2007-05-19 / News

County Commission Approves 2007 Equalization Report

By Karen Gould

The State Equalized Value (SEV) of property in Mackinac County, which is one half the market value, increased 7.59% from last year, reaching $1,327,136,916, which is $93,632,925 more than 2006. The total taxable value for property for 2007 is $849,671,765, up 6.07%, or $48,646,865 more than last year, according to the equalization report adopted by Mackinac County commissioners Tuesday, April 10. Rising property values are a positive sign for the county, said James Fenlon, county equalization director.

"Our county seems to be doing pretty good all the way around," said Mr. Fenlon.

Unlike some downstate counties, where home values are decreasing as businesses reduce their workforce, homes are flooding the real estate market, and the state continues to struggle with a budget deficit, those repercussions have not yet reached Mackinac County, he said.

Some people in the Detroit area have recently lost between $30,000 and $40,000 in equity in their homes, he said, because of the job market and poor state economy.

"We're not noting the decrease in home values and property values like some other counties in the state," said Mr. Fenlon. "That's not to say we won't, but it hasn't happened yet."

The gap between taxable values and the SEV has continued to grow yearly since Michigan voters approved Proposal A in 1994. The state mandate limits the increase in taxable value of primary household property, or homestead property, to the rate of inflation or 5%, whichever is less. The proposal was designed to keep current homeowners from being taxed off their property as land values increase.

For Mackinac County property owners, the spread between the taxable values and the SEV now has grown to 56%, said Mr. Fenlon. When property changes hands, the taxable value is brought in line with the SEV. What this means is, if an owner sold or transferred primary household property, also known as homestead property, the new owner would see the property tax bill increase, on average, by 56%. In 2006, the increase was 52.76%.

County residents who receive property through a transfer should be prepared for that jump in taxes, said Mr. Fenlon. New home buyers usually are informed of what they can expect their tax payments will be, he said, while those people inheriting property are often less prepared for the increase in the tax bill.

Clark Township continues to have the highest land value in Mackinac County, with an SEV of $314,585,546. As of last year, the City of Mackinac Island comes next with an SEV of $283,990,180. Moran Township ranks third with $120,229,907, followed by the City of St. Ignace with $111,820,591.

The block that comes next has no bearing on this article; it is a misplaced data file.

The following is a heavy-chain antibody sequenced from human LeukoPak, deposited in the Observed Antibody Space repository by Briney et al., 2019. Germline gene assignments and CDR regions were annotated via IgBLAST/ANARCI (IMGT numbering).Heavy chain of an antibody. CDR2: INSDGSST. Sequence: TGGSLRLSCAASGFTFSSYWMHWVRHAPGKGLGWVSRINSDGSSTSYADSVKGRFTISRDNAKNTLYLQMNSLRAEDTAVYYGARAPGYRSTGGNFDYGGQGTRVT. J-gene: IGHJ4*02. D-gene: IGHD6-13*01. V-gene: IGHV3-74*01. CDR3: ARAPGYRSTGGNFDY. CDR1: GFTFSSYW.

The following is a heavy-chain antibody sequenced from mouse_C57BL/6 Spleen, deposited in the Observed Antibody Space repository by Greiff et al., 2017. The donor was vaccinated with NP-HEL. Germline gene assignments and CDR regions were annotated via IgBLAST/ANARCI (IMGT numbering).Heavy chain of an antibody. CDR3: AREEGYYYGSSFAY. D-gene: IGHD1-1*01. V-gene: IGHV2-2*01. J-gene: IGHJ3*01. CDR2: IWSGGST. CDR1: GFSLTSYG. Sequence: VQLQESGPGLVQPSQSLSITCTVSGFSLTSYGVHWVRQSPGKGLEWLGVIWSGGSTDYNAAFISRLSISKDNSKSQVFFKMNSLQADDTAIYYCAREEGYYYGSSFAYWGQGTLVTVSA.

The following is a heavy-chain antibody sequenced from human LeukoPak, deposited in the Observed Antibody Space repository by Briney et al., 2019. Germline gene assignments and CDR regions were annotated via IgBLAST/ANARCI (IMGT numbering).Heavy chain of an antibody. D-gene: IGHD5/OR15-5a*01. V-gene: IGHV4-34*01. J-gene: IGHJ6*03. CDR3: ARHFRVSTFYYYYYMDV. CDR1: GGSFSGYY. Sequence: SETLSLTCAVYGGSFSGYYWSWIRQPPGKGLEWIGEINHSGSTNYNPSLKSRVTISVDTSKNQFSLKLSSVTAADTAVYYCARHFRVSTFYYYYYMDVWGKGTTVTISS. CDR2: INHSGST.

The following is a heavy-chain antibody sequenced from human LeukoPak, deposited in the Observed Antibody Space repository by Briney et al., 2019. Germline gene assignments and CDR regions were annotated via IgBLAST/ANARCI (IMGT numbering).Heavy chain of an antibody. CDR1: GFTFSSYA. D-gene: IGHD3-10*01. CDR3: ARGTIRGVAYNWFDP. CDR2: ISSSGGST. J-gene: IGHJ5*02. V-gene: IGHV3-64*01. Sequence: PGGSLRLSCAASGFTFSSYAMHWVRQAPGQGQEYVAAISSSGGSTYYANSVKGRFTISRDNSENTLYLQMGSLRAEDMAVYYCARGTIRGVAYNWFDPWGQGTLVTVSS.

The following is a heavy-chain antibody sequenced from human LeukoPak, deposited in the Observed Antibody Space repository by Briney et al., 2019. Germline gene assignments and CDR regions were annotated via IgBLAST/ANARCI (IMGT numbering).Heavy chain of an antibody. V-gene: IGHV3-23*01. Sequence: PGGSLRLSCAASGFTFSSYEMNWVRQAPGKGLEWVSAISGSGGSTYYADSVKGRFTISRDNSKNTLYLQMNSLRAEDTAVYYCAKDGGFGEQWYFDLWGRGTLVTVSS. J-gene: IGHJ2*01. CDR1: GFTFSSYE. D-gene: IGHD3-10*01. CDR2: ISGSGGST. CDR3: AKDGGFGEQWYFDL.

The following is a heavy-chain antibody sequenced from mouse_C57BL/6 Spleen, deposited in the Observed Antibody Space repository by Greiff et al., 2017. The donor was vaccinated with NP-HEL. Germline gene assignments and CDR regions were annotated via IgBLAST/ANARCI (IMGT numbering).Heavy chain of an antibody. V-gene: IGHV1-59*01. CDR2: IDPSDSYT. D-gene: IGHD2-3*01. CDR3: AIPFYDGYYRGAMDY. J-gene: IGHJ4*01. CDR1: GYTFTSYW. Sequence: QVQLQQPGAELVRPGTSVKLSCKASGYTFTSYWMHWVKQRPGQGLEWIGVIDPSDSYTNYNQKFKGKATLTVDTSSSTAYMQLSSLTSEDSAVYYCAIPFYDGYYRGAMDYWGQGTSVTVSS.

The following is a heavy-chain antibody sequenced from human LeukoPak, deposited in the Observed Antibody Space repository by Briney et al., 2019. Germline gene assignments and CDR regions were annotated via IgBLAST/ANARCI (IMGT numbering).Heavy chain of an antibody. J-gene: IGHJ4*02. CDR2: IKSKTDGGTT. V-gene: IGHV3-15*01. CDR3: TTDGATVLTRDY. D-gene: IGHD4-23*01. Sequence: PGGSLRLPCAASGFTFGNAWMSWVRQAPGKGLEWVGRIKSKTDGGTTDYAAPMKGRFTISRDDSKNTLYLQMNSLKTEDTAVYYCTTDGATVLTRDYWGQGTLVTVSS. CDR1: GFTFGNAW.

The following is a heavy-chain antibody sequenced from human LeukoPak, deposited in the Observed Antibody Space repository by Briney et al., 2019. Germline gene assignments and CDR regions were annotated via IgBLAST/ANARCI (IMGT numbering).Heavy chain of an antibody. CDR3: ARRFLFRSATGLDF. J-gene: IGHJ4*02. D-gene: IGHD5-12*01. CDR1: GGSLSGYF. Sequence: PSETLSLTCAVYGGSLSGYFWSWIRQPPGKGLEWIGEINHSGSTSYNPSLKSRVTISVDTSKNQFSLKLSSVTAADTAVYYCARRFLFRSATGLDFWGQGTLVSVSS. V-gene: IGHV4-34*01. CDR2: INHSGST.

Ranked in order of SEV, other townships include Garfield with $110,222,936, Portage with $107,371,683, Newton with $64,461,823, Brevort with $47,842,364, Marquette with $45,916,595, Bois Blanc with $45,013,600, St. Ignace Township with $20,887,671, and Hendricks with $11,421,795.

In the past 10 years, the SEV in Mackinac County has increased 130.2% from $576,515,723 in 1997 to $1,327,136,916 adopted for this year. Values have gone up 352.5% since 1990, when the SEV was only $293,268,114.

There is a decline in building permits across the county, which serves as one indicator that growth is slowing in the area. Property values are not being affected, as they are downstate, said Mr. Fenlon.

"It's definitely a downward trend," said Dave Kovar, who is the building inspector for Hudson, Hendricks, and Garfield townships. In Garfield, he said, permits have dropped approximately 40% in the last three years, with most new building construction coming from people building second homes, rather than from year around residents.

Building permits include new construction, additions, garage construction, decks, and electrical work.

Marquette Township reported a slight increase in building permits with 19 permits in 2004, 16 permits in 2005, and 20 permits in 2006. Although permit totals were not available for 2005, Moran Township saw a slight increase with 37 permits issued in 2004, and 2006, when 43 permits were issued.

Other townships saw a decline. St. Ignace Township permits have been dropping each year, with 23 issued last year. Newton Township permits have dropped about 50% over the last three years, with 19 permits issued last year. Clark Township also is down from 2004, when 99 permits were issued, 79 permits in 2005, and 77 permits in 2006. Brevort Township has averaged approximately 30 per year for the last three years. The City of St. Ignace issued 55 permits last year, and the number has dropped over the last few years. In Hendricks Township, four permits were issued in 2004, seven in 2005, and five in 2006.

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